Humoral Immune Response of African Wild Dogs (Lycaon pictus) to Novel Canine Distemper Vaccines
American Association of Zoo Veterinarians Conference 2006
Joost Philippa1,2, DVM; Aart Visee3, DVM; Marco van de Bildt1, MSc; Mark Hoyer4, DVM; Ab Osterhaus1, DVM, PhD
1Institute of Virology, Erasmus MC, Rotterdam, The Netherlands; 2Rotterdam Zoo, Rotterdam, The Netherlands; 3The African Wild Dog Foundation, Schiedam, The Netherlands; 4Artis Zoo, Natura Artis Magistra, Amsterdam, The Netherlands


Modified live virus vaccines against canine distemper virus (CDV) have induced disease and mortality in several highly endangered carnivores, including the African wild dog (Lycaon pictus). The goal of our study was to determine the safety and efficacy of two alternative vaccines in African wild dogs: an experimental subunit vaccine (immunostimulating complex, CDV-ISCOM, Erasmus MC, Rotterdam, The Netherlands) and a recombinant vaccine (Purevax™, Merial, Duluth, Georgia 30096 USA).

We vaccinated 13 animals in the Netherlands with CDV-ISCOM, and 13 in Tanzania with Purevax™. The vaccine was administered three times with a 3-week interval between each administration (1 ml, IM). Antibody titres to CDV were measured by enzyme-linked immunosorbent assay (ELISA) and virus neutralization (VN) in serum samples collected prior to each vaccination and 1 year post vaccination. Based on published data of CDV infection in domestic dogs, we considered a VN or ELISA titer of 80 or higher to be protective.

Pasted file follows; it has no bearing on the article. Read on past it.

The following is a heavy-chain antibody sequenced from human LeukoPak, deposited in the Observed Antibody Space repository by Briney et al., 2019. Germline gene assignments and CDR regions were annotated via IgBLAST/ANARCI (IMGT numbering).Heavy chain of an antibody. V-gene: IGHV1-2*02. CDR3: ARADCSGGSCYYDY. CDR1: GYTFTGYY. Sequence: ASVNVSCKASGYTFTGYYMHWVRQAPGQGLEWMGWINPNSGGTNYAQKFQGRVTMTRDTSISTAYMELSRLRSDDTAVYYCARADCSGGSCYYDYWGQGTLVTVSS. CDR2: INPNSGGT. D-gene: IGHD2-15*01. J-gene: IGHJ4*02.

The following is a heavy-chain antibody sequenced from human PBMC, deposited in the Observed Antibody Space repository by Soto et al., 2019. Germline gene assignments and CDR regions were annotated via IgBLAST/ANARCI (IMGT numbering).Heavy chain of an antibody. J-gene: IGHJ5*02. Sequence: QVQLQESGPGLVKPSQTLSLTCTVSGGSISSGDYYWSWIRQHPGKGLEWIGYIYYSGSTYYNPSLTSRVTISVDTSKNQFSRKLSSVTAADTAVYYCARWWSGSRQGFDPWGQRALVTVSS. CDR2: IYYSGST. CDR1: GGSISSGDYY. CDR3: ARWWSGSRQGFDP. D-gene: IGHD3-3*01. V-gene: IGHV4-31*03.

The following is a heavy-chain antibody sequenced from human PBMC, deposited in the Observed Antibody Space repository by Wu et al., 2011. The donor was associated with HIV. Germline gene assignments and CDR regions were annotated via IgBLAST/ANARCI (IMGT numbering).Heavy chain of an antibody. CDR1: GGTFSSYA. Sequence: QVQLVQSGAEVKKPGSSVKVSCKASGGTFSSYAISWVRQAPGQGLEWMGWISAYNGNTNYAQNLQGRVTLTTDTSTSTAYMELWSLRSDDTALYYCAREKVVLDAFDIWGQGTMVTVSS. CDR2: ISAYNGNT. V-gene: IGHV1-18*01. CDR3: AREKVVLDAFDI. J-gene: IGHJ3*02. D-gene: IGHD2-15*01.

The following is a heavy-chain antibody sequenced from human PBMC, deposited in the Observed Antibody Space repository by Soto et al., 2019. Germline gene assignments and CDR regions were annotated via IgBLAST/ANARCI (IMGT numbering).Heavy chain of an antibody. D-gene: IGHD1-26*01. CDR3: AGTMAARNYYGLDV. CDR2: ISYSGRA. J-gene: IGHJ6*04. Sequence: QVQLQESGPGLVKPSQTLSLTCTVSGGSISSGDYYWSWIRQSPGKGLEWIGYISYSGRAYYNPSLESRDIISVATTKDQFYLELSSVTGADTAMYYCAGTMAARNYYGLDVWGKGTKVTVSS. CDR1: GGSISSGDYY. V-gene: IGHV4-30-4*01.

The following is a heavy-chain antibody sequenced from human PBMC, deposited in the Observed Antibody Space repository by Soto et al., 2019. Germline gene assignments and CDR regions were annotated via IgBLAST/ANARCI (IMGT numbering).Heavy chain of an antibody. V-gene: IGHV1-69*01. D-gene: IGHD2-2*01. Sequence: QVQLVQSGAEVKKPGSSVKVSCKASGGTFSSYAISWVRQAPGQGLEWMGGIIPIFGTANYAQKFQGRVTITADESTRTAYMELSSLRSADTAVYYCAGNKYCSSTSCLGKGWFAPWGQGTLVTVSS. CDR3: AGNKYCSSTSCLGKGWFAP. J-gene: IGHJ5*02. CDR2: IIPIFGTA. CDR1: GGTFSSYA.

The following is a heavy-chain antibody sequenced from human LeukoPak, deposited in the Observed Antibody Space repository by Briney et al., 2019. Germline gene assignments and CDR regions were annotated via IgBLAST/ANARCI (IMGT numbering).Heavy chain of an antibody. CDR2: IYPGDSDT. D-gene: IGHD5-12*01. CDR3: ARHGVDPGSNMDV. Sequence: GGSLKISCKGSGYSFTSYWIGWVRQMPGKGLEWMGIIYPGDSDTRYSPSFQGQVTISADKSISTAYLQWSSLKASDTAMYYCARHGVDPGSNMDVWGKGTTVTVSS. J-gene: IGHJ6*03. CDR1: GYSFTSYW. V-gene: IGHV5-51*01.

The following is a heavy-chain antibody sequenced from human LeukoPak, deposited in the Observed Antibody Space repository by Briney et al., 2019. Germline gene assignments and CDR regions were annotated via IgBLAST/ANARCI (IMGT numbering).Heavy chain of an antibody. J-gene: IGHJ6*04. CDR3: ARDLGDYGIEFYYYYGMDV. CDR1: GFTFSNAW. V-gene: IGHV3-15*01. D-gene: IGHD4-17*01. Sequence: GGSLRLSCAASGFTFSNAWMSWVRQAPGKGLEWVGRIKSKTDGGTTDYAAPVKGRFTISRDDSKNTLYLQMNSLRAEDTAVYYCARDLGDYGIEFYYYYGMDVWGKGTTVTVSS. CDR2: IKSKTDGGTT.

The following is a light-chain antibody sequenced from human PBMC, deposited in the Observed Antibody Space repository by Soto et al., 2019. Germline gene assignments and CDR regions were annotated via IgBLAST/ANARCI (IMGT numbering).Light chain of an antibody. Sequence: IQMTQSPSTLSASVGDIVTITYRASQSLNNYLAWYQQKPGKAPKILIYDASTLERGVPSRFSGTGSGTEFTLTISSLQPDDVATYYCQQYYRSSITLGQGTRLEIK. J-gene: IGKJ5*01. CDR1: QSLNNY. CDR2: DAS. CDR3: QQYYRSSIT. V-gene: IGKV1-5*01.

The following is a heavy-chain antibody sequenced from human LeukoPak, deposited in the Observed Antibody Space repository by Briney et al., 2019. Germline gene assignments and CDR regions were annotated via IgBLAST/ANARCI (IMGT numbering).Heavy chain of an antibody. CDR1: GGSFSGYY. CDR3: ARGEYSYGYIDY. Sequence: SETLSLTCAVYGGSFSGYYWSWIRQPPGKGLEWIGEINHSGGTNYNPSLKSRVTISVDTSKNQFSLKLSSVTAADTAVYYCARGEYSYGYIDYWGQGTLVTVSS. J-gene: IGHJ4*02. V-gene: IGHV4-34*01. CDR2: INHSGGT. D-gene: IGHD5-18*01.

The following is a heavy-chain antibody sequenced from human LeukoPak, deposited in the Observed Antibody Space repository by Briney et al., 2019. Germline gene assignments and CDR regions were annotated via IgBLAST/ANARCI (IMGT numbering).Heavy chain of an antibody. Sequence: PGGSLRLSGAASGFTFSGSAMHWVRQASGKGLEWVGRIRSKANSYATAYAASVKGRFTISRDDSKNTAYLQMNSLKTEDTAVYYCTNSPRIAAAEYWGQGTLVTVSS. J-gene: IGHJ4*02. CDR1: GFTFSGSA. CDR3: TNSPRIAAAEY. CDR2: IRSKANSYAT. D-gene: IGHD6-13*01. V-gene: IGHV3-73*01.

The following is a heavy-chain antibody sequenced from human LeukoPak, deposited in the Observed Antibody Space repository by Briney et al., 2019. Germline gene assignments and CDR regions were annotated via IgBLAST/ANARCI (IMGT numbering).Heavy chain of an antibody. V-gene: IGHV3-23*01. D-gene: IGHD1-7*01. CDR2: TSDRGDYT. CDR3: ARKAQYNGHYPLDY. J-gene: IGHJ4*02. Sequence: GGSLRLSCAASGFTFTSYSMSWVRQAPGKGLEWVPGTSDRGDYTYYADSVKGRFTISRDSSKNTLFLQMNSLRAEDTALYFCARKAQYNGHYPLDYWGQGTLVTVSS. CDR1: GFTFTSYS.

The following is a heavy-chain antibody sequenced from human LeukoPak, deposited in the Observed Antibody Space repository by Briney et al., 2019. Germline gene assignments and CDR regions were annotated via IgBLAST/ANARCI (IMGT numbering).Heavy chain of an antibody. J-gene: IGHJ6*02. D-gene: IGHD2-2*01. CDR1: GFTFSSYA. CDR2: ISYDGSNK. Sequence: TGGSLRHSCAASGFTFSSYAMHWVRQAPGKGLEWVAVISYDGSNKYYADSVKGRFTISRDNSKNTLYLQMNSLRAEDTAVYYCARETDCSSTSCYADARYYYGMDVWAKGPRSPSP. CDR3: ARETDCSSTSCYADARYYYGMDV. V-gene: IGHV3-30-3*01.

Neither vaccine produced any adverse reactions. One year post vaccination, the percentage of animals with protective titres was higher in the Purevax™ group (85% by ELISA, 39% by VN) than in the ISCOM group (69% by ELISA, 8% by VN). Surprisingly, the mean titer in the Purevax™ group was higher than in the ISCOM group by VN (63 versus 3), but lower by ELISA (109 versus 246).

Overall, these results indicate that both vaccines are safe, and that the Purevax™ vaccine may be more efficacious in African wild dogs than the ISCOM vaccine, although a substantial percentage of animals in both groups no longer had protective titres 1 year post vaccination. Titres following ISCOM vaccination were lower than those found in other non-domestic species.1 Reasons for this finding, and the discrepancies between VN and ELISA titres, remain unclear.


Our sincere gratitude for their help and support goes to: Ministry of Natural Resources & Tourism, Government of the United Republic of Tanzania.; Tony Fitzjohn, Lucy Fitzjohn, and the keepers of the African wild dogs in Mkomazi Game Reserve, Tanzania; and Daphne Valk and the keepers of the African wild dogs in Artis (Amsterdam Zoo).

Literature Cited

1.  Philippa, J., T. Maran, M. van de Bildt, T. Kuiken, W. Schaftenaar, and A. Osterhaus. 2005. Humoral immune response to novel canine distemper vaccines in European mink (Mustela lutreola). Proc. Am. Assoc. Zoo Vet. Annu. Meet. Pp. 88–89.


Speaker Information
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Joost Philippa, DVM
Institute of Virology
Erasmus MC
Rotterdam, The Netherlands

Rotterdam Zoo
Rotterdam, The Netherlands

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